Do you have any advice for writers just starting out?
I always keep it real simple. Don’t chase fashion and don’t chase money. Money will come when you get good. Concentrate on finding your voice and there’s no magic trick to that except read the books that excite you and watch the movies you like: if you love it, unpick it, try to figure out how that worked – what the writer did in that scene, what the actor did. Feed yourself that way but put your ear to the ground and listen to your own heart.
Do you think older characters are represented fairly and honestly in horror fiction?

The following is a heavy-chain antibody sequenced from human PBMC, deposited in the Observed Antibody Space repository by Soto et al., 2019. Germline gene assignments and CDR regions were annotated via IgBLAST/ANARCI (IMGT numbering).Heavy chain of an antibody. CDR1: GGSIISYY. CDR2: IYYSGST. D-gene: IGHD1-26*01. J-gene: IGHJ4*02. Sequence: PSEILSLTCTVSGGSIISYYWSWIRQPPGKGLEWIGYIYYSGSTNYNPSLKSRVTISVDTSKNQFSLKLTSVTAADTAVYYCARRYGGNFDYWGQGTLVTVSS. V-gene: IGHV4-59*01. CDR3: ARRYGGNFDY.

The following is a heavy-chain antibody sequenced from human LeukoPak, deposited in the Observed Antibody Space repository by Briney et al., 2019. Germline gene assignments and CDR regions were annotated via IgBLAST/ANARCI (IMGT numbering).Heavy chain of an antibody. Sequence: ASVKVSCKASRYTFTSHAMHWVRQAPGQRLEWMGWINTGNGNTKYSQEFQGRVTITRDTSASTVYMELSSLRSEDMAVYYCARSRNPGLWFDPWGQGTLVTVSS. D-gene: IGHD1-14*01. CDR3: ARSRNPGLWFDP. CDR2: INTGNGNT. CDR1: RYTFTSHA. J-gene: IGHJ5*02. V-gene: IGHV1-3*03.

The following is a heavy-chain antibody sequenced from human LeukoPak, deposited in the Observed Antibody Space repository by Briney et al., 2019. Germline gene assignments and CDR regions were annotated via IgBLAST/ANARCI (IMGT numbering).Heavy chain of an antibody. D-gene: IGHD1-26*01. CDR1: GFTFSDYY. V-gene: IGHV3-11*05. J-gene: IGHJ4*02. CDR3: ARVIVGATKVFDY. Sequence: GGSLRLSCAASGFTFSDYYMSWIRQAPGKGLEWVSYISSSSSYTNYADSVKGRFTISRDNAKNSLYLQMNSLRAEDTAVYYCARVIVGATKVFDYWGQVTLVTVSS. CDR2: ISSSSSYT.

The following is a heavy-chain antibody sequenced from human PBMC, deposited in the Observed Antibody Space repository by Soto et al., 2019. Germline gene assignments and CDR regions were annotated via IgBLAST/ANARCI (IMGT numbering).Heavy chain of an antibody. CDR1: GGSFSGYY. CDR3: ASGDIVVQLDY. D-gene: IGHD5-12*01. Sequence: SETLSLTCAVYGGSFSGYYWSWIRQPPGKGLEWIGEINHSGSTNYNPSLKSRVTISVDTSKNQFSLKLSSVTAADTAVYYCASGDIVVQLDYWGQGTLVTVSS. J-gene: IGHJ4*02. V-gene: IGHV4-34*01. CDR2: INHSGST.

Yes and no. The great Steve Rasnic Tem, who springs to mind immediately, does it brilliantly and consistently, as do others. Despite getting older, I try NOT to confine myself to only writing from the POV of a character my age. (When I wrote about Peter Cushing as an old man in my novella “Whitstable” it never occurred to me he was younger than I was. The character I identified with was the frightened little boy.) Although I’m particularly proud of a story called “Orr” in my latest collection, Lies of Tenderness. It’s about an elderly guy who has lost his wife and he has the peculiar gift of having been struck by lightning nineteen times. I have no idea where the idea came from but it evolved into something about mortality and the question of how we choose to live our lives. I liked how it turned out and there it is. Maybe it is related to COVID. I wrote another story in the same collection called “Bad Language” which is about my mother’s dementia and her death. It was painful to write (right down to the details of her funeral) but I felt duty bound to be honest. Emotional honesty is one of the most important ingredients in horror.